Going Vegan could pose health risks
7 Healthcast: Going Vegan could pose health risks
Experts say more and more people are shunning animal products in favor of a this plant based diet, but it's not for everyone.
"It is a little bit of a change and whole lot of people know that they want to do it because they know if they do it they can get rid of all the cholesterol, all of the animal fat and they can be slim and healthy," says Dr. Neal Barnard.
Dr. Barnard is president of the Physicians Committee for Responsible Medicine, which organizes a 21-day vegan kick start program.
He says if former President Bill Clinton can live the vegan life, then anyone can.
"He looked terrific when Chelsea got married. He was 24, 26 pounds lighter, but the reason he did it was for a healthy heart. He didn't want to go back and and have heart surgery again. Diet can do the same thing," he says.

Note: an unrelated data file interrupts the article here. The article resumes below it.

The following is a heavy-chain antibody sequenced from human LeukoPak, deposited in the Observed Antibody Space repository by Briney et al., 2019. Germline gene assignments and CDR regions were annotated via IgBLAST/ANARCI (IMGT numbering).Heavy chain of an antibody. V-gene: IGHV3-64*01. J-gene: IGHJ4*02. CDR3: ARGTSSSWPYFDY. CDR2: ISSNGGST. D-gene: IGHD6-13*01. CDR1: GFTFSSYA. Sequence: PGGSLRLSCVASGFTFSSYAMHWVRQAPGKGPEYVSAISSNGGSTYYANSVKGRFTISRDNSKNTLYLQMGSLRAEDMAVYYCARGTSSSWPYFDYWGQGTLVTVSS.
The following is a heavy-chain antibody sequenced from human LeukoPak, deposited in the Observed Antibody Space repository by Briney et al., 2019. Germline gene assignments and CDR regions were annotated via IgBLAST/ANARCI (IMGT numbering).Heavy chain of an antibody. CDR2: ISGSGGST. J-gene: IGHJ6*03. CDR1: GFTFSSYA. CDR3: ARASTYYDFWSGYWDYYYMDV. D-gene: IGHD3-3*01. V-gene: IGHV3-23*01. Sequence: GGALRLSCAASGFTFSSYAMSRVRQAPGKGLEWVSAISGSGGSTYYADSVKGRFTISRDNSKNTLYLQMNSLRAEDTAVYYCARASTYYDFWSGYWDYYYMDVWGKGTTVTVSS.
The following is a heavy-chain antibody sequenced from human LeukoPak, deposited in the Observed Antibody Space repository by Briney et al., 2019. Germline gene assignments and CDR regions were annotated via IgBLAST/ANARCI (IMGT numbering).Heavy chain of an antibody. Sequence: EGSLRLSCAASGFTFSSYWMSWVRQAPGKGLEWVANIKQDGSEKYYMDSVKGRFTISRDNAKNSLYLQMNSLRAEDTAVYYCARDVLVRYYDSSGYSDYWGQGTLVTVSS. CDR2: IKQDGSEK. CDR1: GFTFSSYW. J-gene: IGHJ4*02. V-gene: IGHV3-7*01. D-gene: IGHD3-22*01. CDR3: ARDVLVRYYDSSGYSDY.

Barnard says a plant-based diet can help people lower their cholesterol, blood pressure, and lose weight, but it's not always an easy change to make.
It requires a lot of meal planning and cooking.
Vegan convenience foods like dairy-free cheeses and fake meats can help make the transition, but dietitians say just because it's vegan, doesn't mean it's healthy.
"If it comes in a package, it's still a processed food," warns dietitian Rebecca Scritchfield.
Scritchfield says that means it can be packed with calories, sodium and sugar, so you need to read the label carefully.
Dietitians say vegan diets can be very healthy, but you do need make sure you're monitoring your vitamins and minerals.
Vegans often have Vitamin B12 and protein deficiencies.
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